Do you feel safe on the internet? Online bullying has more than doubled within the last year, with 35 per cent of 11 to 17-year-olds becoming victims of such abuse, a new study finds.
The study, by internet security firm McAfee, is the latest in a series to shine a light on the darker side of the internet.
Bullying, loneliness and sexting – sometimes in situations where a naked picture is forwarded without the original sender’s consent – are on the rise, and young people told Channel 4 News it can happen to anyone.
Georgina Walters, a 21-year-old frequent tweeter, told Channel 4 News: “Anyone can become a victim, sadly, as boundaries online are blurred and people attack for their own entertainment without realising how it will affect and impact on a person’s life.”
The research, which polled 2,000 adults and 2,000 children and compared the findings to a similar study from last year, suggested that many parents are too relaxed about the dangers of the internet and are having the wrong conversations with their children.
In the poll, 35 per cent reported that they have experienced online bullying – compared with 16 per cent last year. And four in 10 said they had witnessed others being picked on online – almost double the 22 per cent recorded last year.
Parents are waking up to the issue, with more reporting having conversations about internet security, but still less than a third said they were worried about anything happening to their own children.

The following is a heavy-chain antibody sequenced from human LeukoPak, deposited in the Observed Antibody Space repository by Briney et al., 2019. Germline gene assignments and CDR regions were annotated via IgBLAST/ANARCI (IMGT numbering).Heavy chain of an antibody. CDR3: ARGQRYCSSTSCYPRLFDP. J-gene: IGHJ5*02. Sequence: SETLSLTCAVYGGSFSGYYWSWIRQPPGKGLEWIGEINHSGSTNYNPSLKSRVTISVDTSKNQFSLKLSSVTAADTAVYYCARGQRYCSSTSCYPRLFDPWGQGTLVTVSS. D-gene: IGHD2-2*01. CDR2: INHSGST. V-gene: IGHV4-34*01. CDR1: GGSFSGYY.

Andy Phillipen, professor of social responsibility in IT at Plymouth University, said: “It’s now time for parents to take the conversations to the next level and become further educated on the social platforms that exist, what ages they are suited for and what type of behaviour they encourage.”
There are other issues too, including around the use of dating apps like Tinder. Around one in six of (17 per cent) of the youngsters polled reported using Tinder every day, the report found, with almost half of those (46 per cent ) aged 15 and under.
Tinder is open to those who are 13 or older, with under-18s only able to “match” with people in the same age bracket.
Professor Phillipen added: “It is very concerning to see the proportion of younger teens using apps like Tinder, whose aim is essentially hook-ups and dating, and very much for an adult audience.”
One per cent of parents admitted helping set up Tinder profiles for their children, while nearly one in 10 (9 per cent) gave them a hand joining the photo-sharing app Snapchat.
Claire Lilley, head of child safety online at the NSPCC, said there were risks the apps could be used for grooming: “Young people we surveyed told us they’d been asked for sexually explicit images or videos by adults, despite making it clear that they were under 16.”
A poll by ChildLine also found when a youngster stated to an adult who had contacted them from a dating app that they were under 16, only 13 per cent of adults terminated contact.